I’ve been lucky enough to read the work of some promising talent over the years – some of whom have gone on to become established, optioned writers of produced, lauded work. Currently, I would say Nick Deal & Jakob Barnes – a writing duo who I expect big things from – are certainly ones to watch. Also Jennifer Goodwin, the winner of my inaugural Gold Scroll Award – the highest-rated script of my 2017 consults – has a style that begs to be seen on screen and it will be no shock if she is soon rubbing shoulders with Hollywood types.
…Nick Deal & Jakob Barnes – a writing duo who I expect big things from – are certainly ones to watch.
…Jennifer Goodwin, the winner of my inaugural Gold Scroll Award – the highest-rated script of my 2017 consults…
• That’s amazing! I can’t wait to start seeing their names at the start of some great films. Speaking of great films, what’s your favourite film? (Sorry, I just had to ask…)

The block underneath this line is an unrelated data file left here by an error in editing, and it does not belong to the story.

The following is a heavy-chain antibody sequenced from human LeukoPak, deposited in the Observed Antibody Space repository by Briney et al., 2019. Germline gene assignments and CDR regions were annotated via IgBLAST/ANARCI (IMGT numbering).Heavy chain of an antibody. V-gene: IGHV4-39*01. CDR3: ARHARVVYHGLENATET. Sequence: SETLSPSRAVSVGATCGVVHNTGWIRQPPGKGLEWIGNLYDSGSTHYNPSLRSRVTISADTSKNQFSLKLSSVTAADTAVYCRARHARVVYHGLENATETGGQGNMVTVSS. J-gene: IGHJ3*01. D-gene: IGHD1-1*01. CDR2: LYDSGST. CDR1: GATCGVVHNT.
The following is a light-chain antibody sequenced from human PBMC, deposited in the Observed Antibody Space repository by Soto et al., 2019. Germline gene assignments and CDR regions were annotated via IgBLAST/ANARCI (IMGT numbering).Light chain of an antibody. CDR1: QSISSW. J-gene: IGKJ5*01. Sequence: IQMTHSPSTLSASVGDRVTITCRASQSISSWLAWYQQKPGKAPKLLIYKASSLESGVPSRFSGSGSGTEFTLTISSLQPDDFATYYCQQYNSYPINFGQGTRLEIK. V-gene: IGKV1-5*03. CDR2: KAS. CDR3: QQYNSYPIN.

Ah, the must-have question in every Q&A! And I will say what I always say – that it is ever-changing, depending on my mood. So, to this end, I will give you a few of those movies that have had the honour of being my #1:
- Back to the Future
- Some Like It Hot
• Some classics in that list and some that match my own feelings. I can never pick just one either. So making it more specific to this interview, who is your favourite writer?
Again, I can’t really pick one. There are so many writers whose work and style I love – all for differing reasons. My list would use up your entire bandwidth! I’ll show restraint and say…
Writers of the page: Stephen King, Joanne Harris, Lee Child, Frederick Forsyth, Charles Cumming.
Writers for the stage: David Mamet, Michael Frayn, Neil Simon and a little-known guy by the name of William Shakespeare.
Writers for the screen: Paul Haggis, Scott Frank, David Koepp, Noah Hawley, Sally Wainwright, Jed Mercurio.
• Plenty of reading material from those lists. Fantastic. Who is your favourite director?
Again, can’t just pick one, sorry.